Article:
There's a Facebook app designed specifically for the New York Times to quiz your knowledge of current events. It's typically five questions. I only got a 60, three out of five. Sad. Only works if you have a Facebook account (and who doesn't?). I'm not sure why it's important to know how many full-blown press conferences President Obama has had, but that's one of those I missed. Seems trivial in the extreme. I put answered it was his fourth and the correct answer was the fifth. Sheesh.

Also ... away from a consistent Internet connection for a few days.

Graphics and the NYT

So I'm looking at a slideshow of graphics at The New York Times, which is kinda neat in a dweeby sort of way (I'm a journalism prof and a PhDweeb), and it occurs to me that this tells us something and what people know, or at least how people learn from the news.

You can see a list of slides about visualizing data here. The NYTimes is halfway down the list.

What's kinda interesting is the source material for Times graphic charts from 2000-2009. If not for the feds, I'm not sure what they'd put in charts. Census Bureau data was used for 852 charts, the Bureau of Labor Statistics used for 844. The World Bank is a distant third with 118. I admit that kinda surprised me.

The graphic to the upper right is also from the slideshow and is designed to, in a glance or three, show us where we spend our money (according to, obviously, fed data). You really need to check out the slideshow to see it well. The point is -- in many ways -- we learn better visually than raw tables and text. Yeah yeah, pictures and thousand words, but it's true, especially when dealing with complex data.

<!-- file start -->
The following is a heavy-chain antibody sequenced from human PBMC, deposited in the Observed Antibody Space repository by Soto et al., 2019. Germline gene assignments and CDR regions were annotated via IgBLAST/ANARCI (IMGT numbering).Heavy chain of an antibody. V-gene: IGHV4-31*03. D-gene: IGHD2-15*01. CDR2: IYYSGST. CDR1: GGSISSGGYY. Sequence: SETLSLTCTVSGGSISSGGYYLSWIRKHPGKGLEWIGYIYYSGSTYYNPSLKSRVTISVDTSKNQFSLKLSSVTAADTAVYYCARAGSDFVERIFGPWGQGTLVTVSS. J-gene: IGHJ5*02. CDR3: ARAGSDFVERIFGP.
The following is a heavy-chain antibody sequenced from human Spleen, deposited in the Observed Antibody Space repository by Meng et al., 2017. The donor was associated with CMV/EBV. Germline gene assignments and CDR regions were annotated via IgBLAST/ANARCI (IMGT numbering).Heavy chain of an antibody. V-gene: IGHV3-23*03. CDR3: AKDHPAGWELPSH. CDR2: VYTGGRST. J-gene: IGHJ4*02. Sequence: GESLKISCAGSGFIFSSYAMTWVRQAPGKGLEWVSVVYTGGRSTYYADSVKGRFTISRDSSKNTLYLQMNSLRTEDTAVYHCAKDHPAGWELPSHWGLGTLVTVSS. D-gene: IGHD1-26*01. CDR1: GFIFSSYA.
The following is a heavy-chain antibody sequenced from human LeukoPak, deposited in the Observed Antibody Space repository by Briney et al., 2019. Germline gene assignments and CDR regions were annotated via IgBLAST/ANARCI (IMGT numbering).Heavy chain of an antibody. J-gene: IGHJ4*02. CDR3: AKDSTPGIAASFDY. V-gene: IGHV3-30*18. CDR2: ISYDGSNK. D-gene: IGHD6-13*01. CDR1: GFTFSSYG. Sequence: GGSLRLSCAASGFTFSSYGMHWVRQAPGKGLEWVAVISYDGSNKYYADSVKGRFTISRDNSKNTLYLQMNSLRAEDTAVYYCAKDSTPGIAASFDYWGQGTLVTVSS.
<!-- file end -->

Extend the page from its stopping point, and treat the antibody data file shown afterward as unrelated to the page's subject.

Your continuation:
Wednesday, July 22, 2009

Slate's News Experiment

Michael Kinsley of Slate poses this experiment: two journalists will spend one hour a day reading print newspapers, two will spend one hour a day getting their news online, but not shovelware or aggregators, so that leaves out Google News or Huffingtonpost but does include sites like Politico.

This goes for three days, then he gathers them back to discuss their experience. They're really doing this.

The headline for this piece reads Who's Better Informed, Newspaper Readers or Web Surfers? so I assume political learning is one of the examined outcomes, along with the overall experience, the frustrations, the good and bad, and of course the ugly, of getting news in more or less one fashion.

Let's set the record straight. This "highly unscientific experiment," as Kinsley calls it, is highly unscientific to the point of being silly. It's more of a vaguely interesting gimmick than anything else.